Formaldehyde is a naturally occurring chemical used in the manufacture of other chemicals and in cosmetics, fungicides, fabrics, embalming fluids, wood resins, carpeting, and some cleaning products.
The most common route of human exposure is through inhalation, especially inhalation of cigarette smoke and fuel exhaust, but it can also arrive through food packaging and cosmetics. According to the World Health Organization, it arrives in drinking water most commonly as a byproduct of water treatment involving ozonation or chlorination.
Exposure to large amounts of formaldehyde can cause skin irritation. In animal studies, long term exposure to ingested formaldehyde was shown to cause incidences of weight loss and damage to the stomach and digestive system.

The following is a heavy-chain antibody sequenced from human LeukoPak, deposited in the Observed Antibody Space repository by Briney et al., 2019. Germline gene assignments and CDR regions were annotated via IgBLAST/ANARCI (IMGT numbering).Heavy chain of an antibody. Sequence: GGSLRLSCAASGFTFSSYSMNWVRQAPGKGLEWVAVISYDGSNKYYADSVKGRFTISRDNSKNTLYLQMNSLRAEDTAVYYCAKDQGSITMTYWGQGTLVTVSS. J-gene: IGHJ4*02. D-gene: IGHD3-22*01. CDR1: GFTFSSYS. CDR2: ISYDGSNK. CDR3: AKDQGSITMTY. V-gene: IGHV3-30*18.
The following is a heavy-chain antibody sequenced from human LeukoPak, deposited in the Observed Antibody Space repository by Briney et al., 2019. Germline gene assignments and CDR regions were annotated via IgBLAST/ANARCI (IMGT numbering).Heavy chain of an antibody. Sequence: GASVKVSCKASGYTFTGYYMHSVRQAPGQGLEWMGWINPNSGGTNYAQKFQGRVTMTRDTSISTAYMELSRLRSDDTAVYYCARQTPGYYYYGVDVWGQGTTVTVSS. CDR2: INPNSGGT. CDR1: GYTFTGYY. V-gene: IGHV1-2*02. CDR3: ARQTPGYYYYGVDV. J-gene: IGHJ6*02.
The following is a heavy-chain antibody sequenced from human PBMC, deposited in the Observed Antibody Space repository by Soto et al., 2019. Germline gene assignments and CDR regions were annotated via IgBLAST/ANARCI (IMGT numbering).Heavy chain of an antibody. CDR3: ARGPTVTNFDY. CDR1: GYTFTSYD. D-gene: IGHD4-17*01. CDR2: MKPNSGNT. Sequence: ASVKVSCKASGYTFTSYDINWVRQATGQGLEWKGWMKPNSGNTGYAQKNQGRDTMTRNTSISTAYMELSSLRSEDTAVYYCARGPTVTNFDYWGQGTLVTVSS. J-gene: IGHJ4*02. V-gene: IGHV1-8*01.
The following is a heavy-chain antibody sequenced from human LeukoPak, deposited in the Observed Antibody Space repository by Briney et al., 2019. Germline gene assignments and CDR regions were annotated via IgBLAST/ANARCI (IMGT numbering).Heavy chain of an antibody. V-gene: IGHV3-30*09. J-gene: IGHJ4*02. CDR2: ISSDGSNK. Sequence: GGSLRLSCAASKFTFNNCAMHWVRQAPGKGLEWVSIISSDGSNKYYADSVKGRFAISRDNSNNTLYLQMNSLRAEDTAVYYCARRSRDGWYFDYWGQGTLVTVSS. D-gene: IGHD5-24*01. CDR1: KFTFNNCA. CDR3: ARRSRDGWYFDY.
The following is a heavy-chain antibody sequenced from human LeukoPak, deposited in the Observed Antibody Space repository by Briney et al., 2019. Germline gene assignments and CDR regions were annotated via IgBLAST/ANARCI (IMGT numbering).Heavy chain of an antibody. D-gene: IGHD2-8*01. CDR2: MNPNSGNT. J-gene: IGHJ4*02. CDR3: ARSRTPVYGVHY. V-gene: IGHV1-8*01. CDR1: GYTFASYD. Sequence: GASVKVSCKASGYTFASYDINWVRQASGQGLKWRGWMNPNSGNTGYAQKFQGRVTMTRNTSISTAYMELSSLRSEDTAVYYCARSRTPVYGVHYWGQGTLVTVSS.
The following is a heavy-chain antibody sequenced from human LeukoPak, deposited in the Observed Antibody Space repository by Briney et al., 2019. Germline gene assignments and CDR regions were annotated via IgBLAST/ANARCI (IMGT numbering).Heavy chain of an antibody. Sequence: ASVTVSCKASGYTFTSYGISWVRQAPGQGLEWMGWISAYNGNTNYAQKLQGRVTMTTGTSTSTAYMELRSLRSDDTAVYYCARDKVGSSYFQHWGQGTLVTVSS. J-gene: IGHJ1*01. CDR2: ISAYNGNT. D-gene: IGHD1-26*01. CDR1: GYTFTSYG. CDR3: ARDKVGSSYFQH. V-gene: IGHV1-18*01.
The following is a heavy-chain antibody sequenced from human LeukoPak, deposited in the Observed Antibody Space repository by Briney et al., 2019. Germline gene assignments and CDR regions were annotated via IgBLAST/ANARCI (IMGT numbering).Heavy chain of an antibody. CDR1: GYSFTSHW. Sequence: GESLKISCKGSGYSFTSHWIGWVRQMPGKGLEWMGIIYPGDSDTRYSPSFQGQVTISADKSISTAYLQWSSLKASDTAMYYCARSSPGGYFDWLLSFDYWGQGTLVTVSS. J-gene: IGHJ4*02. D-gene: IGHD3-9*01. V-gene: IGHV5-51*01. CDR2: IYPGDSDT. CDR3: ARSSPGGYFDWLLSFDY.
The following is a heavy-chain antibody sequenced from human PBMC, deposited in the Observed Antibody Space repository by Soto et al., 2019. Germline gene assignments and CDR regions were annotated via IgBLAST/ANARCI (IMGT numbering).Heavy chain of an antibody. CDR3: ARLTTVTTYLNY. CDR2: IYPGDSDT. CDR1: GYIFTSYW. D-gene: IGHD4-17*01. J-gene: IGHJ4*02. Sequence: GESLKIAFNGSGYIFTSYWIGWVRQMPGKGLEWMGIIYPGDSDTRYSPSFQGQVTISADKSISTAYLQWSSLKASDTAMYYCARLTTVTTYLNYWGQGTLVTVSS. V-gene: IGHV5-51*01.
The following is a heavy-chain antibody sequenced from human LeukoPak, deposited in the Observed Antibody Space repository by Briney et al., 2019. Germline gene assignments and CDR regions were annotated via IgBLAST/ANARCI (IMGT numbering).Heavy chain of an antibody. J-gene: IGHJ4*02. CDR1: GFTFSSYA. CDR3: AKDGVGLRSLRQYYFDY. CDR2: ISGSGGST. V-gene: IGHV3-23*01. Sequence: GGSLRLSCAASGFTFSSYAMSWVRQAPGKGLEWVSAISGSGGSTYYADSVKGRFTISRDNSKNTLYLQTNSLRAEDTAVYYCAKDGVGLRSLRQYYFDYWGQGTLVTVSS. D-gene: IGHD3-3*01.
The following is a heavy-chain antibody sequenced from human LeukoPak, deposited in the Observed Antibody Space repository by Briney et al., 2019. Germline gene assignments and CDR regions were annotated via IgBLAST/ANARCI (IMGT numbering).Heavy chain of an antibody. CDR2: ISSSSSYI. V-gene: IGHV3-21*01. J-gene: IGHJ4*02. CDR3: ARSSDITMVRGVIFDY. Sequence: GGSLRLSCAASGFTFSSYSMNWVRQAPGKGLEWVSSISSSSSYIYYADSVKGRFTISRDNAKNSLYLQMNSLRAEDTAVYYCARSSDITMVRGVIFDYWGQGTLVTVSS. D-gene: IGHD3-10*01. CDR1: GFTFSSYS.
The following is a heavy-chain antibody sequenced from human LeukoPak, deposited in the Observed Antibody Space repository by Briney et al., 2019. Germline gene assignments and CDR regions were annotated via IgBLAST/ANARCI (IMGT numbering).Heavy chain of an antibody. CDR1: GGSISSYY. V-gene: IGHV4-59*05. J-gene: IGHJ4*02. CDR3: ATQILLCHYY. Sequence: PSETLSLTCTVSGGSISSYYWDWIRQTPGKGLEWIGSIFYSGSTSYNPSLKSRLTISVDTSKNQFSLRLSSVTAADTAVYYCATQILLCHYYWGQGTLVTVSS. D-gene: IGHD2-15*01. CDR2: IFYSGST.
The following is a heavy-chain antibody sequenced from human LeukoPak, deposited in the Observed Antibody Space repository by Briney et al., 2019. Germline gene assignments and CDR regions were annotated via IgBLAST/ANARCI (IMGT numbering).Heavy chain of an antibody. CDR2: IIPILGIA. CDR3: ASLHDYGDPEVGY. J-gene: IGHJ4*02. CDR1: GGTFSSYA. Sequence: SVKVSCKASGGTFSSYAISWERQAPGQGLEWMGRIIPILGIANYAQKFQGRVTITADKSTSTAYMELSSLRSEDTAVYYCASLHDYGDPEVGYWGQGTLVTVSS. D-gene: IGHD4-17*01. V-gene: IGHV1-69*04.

The International Agency for Research on Cancer reports that there is “sufficient evidence” that formaldehyde is carcinogenic to humans, but by inhalation rather than ingestion. According to the WHO, drinking-water exposure to formaldehyde is not likely to cause cancer:
The weight of evidence indicates that formaldehyde is not carcinogenic by the oral route.
According to the WHO, formaldehyde levels may be reduced with granular activated carbon (GAC) or through changes in disinfection methods.
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